No matches
Photo by: Vaevictis

Riot Russia made the headlines yesterday with one of the most senseless competitive rulings in recent times. Rushing to protect what they assumed to be the emotionally frail all-women’s team of Vaevictis, the LCL management warned two of their teams, ROX and Vega Squadron, for the most innocuous “crimes”.

What Riot Russia achieved instead is become the laughing stock of competitive League of Legends, ridiculed by its own players.

A short prelude

After qualifying for the LCL through the Promotion tournament, Vaevictis swapped its regular roster with five female players in the most obvious marketing stunt. What’s more, these players were barely fit for the LCL stage to begin with. All of them were Diamond players and one, bot laner Ksenia “Trianna” Meshcheryakova, was just Vaevictis’ manager before last month.

Vaevictis’ players fielded no illusions that they would have any success in the LPL. “The minimum goal is to not lose before minute 30. The maximum, of course, is to win,” Trianna admitted to

One can argue that such a roster — created for the sake of publicity and admittedly far below the level of the field — has no business playing in the LCL. One can argue that if they cared about competitive integrity, Vaevictis should’ve used their other roster, the one they registered for the LCL Open Cup and which is actually winning games, play the LCL league instead. One would be correct both times.

But Vaevictis called for their all-female team and the players answered, because of course they would. The players are undeserving of any blame. LCL is the pinnacle of competition in the CIS region. When the opportunity presents to play against the best and develop your personal brand, you don’t say no. Why would you?

Baseless warnings

The story continues with Vaevictis’ first two LCL games. ROX were first, banning five support champions and winning the game in 20 minutes. Next week, Vega Squadron did have a normal draft phase, but wiped the floor with Vaevictis, ending the game at minute 30. The kill scoreline? 52 to 2.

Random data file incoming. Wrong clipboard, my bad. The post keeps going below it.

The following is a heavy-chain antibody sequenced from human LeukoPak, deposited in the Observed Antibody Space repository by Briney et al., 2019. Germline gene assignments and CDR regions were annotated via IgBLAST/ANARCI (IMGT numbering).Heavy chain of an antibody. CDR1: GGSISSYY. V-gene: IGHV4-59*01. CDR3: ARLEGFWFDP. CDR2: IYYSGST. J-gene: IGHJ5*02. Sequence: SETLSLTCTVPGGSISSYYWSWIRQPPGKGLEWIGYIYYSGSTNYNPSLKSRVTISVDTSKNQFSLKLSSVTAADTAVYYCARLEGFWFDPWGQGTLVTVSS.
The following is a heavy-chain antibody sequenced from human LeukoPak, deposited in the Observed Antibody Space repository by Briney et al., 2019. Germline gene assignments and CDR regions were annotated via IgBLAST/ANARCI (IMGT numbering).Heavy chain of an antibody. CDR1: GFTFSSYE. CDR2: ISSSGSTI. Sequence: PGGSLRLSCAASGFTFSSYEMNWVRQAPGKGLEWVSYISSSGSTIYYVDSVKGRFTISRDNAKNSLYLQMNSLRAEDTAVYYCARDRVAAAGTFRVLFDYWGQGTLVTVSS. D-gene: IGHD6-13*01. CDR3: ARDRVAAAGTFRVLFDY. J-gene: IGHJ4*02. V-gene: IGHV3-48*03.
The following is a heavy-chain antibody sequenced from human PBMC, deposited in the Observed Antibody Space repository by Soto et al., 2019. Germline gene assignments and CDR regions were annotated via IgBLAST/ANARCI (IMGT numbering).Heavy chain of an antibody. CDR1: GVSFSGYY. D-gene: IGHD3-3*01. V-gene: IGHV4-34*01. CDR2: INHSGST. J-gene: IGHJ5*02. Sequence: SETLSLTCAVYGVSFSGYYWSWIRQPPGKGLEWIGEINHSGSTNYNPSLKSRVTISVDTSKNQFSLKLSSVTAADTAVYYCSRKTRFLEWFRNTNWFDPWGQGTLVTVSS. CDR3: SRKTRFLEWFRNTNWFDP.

Different people would read different reasoning behind ROX’s and Vega’s actions. Perhaps ROX were not taking Vaevictis seriously, proving they can “throw” the draft phase and still beat them. Perhaps ROX targeted five support champions, knowing that all of Vaevictis players played mostly support in solo queue. The way Vega Squadron played with their food could also be interpreted in several ways — from them just having fun, to dissing Vaevictis for what they are: a team who doesn’t belong in the LCL and contributes nothing to the tournament.

After all, what competition lets you beat it 52-2?

From all the possible interpretations, however, Riot Russia elected to believe ROX and Vega were disrespectful, misogynistic, a discriminatory bunch of evildoers, who deserve reprimand.

“Riot Games considers gender discrimination — and any other kind of discrimination — completely unacceptable, and expects no less from all players of the LCL who are to demonstrate competitive integrity and respect towards their opponents. ROX and Vega Squadron’s egregious behavior violated the guiding regulations of LCL, as well as paragraph nine of the Summoner’s Code.”

Riot Russia never went on to explain how ROX’s and Vega’s were acts of gender discrimination. They didn’t even follow their own guidelines, or at least the one line of actual definition and not vague and subjective “rules”.

“For the purpose of clarification, team composition and the pick/ban phase will not be considered when determining whether this rule has been violated.” Because of course it shouldn’t be.

Except, of course, in the case when Riot Russia want to do something, so they go ahead and do it anyway.

Discredit of own authority

Riot Russia’s involvement in Vaevictis’ case isn’t the first instance of going against common sense and logic. In 2017, the CIS branched issued a 6-months-long ban against Kirill “Likkrit” Malofeyev after he had spoken on stream about the plethora of problems in the LCL, scamming organizations and no-salary contracts.

“League continues to not be very lucrative for investors. Really, it is an expensive discipline, expensive as fuck,” Likkrit said, adding:

“You’re going to ask me, “What’s the takeaway? Is League dead?” Well, it practically is. Teams simply can’t keep up with players’ expectations anymore; there’s simply no money. There’s only a third of the money that was around back when we were ANOX. […] You could point fingers, but no specific person is to blame. The result is, though, that we’re all bare-ass poor except for a number of people employed directly by Riot Games.”

When Likkrit reached the topic of what the future of LCL should look like, he did not hold back.

“You know what ought to happen to our region? All good players ought to leave it. And that will be absolutely the right thing to do. No one’s gonna leave, because some have signed contracts, others have made up their minds to keep playing together, and then there are those who aren’t getting any offers of interest, so this is what we end up with… Frankly, our region ought to just die.”